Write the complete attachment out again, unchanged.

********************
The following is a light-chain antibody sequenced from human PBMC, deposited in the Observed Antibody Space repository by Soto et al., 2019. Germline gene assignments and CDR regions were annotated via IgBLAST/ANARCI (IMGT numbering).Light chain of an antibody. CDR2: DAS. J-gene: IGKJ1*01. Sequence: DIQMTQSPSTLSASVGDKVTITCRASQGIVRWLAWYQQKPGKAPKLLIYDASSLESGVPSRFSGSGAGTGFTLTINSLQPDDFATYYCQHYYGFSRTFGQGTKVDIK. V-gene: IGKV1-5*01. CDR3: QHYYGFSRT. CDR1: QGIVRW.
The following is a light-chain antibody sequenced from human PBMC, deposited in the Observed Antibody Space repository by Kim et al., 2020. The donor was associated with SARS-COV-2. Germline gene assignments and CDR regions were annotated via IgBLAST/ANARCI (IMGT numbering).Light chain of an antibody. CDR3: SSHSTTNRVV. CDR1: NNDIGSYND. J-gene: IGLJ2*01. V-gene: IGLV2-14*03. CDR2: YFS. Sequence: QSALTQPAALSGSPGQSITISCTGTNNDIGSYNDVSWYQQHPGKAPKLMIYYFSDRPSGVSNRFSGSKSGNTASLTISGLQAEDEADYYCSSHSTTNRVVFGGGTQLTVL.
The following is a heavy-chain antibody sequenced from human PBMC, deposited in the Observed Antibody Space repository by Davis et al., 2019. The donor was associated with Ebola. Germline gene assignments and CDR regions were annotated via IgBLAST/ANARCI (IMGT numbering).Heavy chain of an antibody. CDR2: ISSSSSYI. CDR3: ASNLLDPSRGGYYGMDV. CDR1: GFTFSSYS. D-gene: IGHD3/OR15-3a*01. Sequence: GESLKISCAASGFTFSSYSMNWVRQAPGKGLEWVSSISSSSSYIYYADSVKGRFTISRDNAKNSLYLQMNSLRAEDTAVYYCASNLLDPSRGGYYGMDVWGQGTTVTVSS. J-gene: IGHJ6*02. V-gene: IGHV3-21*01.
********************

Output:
The following is a light-chain antibody sequenced from human PBMC, deposited in the Observed Antibody Space repository by Soto et al., 2019. Germline gene assignments and CDR regions were annotated via IgBLAST/ANARCI (IMGT numbering).Light chain of an antibody. CDR2: DAS. J-gene: IGKJ1*01. Sequence: DIQMTQSPSTLSASVGDKVTITCRASQGIVRWLAWYQQKPGKAPKLLIYDASSLESGVPSRFSGSGAGTGFTLTINSLQPDDFATYYCQHYYGFSRTFGQGTKVDIK. V-gene: IGKV1-5*01. CDR3: QHYYGFSRT. CDR1: QGIVRW.
The following is a light-chain antibody sequenced from human PBMC, deposited in the Observed Antibody Space repository by Kim et al., 2020. The donor was associated with SARS-COV-2. Germline gene assignments and CDR regions were annotated via IgBLAST/ANARCI (IMGT numbering).Light chain of an antibody. CDR3: SSHSTTNRVV. CDR1: NNDIGSYND. J-gene: IGLJ2*01. V-gene: IGLV2-14*03. CDR2: YFS. Sequence: QSALTQPAALSGSPGQSITISCTGTNNDIGSYNDVSWYQQHPGKAPKLMIYYFSDRPSGVSNRFSGSKSGNTASLTISGLQAEDEADYYCSSHSTTNRVVFGGGTQLTVL.
The following is a heavy-chain antibody sequenced from human PBMC, deposited in the Observed Antibody Space repository by Davis et al., 2019. The donor was associated with Ebola. Germline gene assignments and CDR regions were annotated via IgBLAST/ANARCI (IMGT numbering).Heavy chain of an antibody. CDR2: ISSSSSYI. CDR3: ASNLLDPSRGGYYGMDV. CDR1: GFTFSSYS. D-gene: IGHD3/OR15-3a*01. Sequence: GESLKISCAASGFTFSSYSMNWVRQAPGKGLEWVSSISSSSSYIYYADSVKGRFTISRDNAKNSLYLQMNSLRAEDTAVYYCASNLLDPSRGGYYGMDVWGQGTTVTVSS. J-gene: IGHJ6*02. V-gene: IGHV3-21*01.